Led-Zeppelin-Fool-In-The-Rain-189812Leave it to Led Zeppelin to construct something that grabs a listener’s attention with something that just sounds different. In this case it’s “Fool in the Rain“, which landed at #21.  I suspect that this high performance has a lot to do with the fact that it’s Led Zeppelin, a very popular established act, than the quality of the song.  Don’t get me wrong, I really like what I’m hearing, but I’m surprised that a listening public that put Captain & Tennille on the top of the charts would have time for something as challenging as this.  Let’s just call it the Fleetwood Mac phenomenon; people will tolerate unusual music from a band that’s already got a history of hits behind them.  Anyway, the classic rock samba interlude in the middle, sounding like someone crawling with fleas, is quite a cacophonous revelation, and jibes well with the frustration that a neglected lover would have, feverishly seeing his girl only in his dreams.  It’s ambiguous whether his being on the wrong block is a shaggy dog story — listen to this funny story, babe — or whether it’s an existential thing that he’s dating the wrong girl.  Whichever, it’s a rousing revelation of an ending, and I feel good for him, whatever it is he’s realized in the end.

And then there’s “Cruisin'” by Smokey Robinson, at #4, which also deserves its own page.

 

Let that rhythm get into you

JacksonRockWithYou.pngOn 9 February, 1980, “Rock With You” by Michael Jackson peaked at #1.

It’s only in retrospect that we, or at least I, find it strange to think of Michael Jackson as seductive.  For much of my adult life, I knew of Michael Jackson as either weird, because that’s what he looked like on TV, or as 12, because that’s what he sounded like on the radio station my parents listened to.  For a while from, say, 1975 to 1984, he was not exactly a sex symbol, but certainly an attractive guy who could deliver lyrics like those in “Rock With You” without coming across as creepy.  If you buy the argument that most rock songs that aren’t obviously about something else are actually about sex, this song is about lots and lots of sex. The thought of lots and lots of sex with 1990 Michael Jackson is repulsive.  The thought of lots and lots of sex with 1980 Michael Jackson is totally reasonable.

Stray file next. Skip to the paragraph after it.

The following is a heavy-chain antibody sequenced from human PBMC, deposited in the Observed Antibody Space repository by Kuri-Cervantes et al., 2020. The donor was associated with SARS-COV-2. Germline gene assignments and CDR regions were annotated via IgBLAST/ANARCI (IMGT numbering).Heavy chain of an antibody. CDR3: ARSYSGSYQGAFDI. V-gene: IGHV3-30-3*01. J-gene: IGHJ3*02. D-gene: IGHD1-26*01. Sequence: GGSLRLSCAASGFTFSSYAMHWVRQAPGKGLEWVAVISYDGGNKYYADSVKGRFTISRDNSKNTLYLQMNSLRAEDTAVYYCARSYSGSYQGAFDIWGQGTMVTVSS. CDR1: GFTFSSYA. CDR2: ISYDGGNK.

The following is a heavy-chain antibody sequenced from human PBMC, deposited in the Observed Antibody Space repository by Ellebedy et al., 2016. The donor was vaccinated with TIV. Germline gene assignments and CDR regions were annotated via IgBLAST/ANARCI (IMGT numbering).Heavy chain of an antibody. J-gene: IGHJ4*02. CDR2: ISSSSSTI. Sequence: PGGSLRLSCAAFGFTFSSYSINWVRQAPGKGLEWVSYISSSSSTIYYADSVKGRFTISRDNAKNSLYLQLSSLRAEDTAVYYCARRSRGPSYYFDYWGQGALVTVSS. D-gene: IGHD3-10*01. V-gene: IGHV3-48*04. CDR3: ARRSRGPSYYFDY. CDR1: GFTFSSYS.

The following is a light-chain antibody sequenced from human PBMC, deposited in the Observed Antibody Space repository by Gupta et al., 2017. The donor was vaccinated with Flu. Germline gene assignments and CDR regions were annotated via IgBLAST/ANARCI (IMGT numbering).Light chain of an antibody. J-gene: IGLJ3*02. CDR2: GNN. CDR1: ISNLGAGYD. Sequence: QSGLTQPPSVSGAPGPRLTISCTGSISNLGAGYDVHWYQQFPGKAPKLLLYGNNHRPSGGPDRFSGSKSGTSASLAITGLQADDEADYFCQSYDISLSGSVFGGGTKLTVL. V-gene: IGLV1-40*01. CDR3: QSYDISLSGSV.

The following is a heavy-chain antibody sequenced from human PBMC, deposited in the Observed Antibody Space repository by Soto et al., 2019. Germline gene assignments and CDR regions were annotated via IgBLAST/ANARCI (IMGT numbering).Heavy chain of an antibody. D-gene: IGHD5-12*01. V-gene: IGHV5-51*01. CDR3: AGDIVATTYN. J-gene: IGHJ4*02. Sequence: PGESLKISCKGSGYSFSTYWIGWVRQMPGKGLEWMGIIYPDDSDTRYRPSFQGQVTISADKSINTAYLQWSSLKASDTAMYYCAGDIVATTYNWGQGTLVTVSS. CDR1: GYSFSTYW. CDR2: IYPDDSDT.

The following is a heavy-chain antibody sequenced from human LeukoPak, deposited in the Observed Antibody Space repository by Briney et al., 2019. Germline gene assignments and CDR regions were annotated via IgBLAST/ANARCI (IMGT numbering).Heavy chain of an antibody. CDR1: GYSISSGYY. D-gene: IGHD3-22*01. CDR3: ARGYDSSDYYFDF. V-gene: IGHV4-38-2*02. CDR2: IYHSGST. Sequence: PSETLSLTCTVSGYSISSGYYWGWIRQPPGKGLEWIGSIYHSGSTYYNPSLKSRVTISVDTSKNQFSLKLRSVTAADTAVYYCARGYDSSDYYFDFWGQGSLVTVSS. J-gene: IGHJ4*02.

So let’s get past the visuals of Michael Jackson and just listen to his delivery of these lyrics, silky-smooth with just enough occasional friction to create an adventurous frisson that lets you know that a night of rocking with MJ is going to be quite an experience.  The result is what disco was really designed for — to serve as a enabler for dancing and seducing, interesting enough to keep your attention, but not distracting enough to take your mind off of your dancing partner/seductee.  With that in mind, it makes perfect sense that “Rock With You” went to number one, but it also makes sense that it’s not one of Michael Jackson’s best songs — it doesn’t have the theatrical fullness of “Thriller” or the creepy undercurrent of “Billie Jean” or the social consciousness of “Black or White”.  But that’s not its job; it’s a great dance song, that’s all, and it triumphs in that.

 

9 February 1980 Overview

Eleven songs peaked on 2 February 1980.

Softly we met with a kiss

AerosmithRemember.jpgRemember (Walking in the Sand)” by Aerosmith, a blues-rocking cover of the debut single by the Shangri-Las peaked at #67.  Whereas the original sounds funereal, Aerosmith gave it a sharper bite by wisely dropping the moronic, naively maudlin vocal lead-in and making the chorus something of a rockabilly shuffle. It’s still overdone, but less ridiculous, which succeeds in doing what a cover should do:  reinterpret a song but not to the extent that it’s no longer memorable.  Not my cup of tea, but it serves its purpose.

Share my popcorn and jellybeans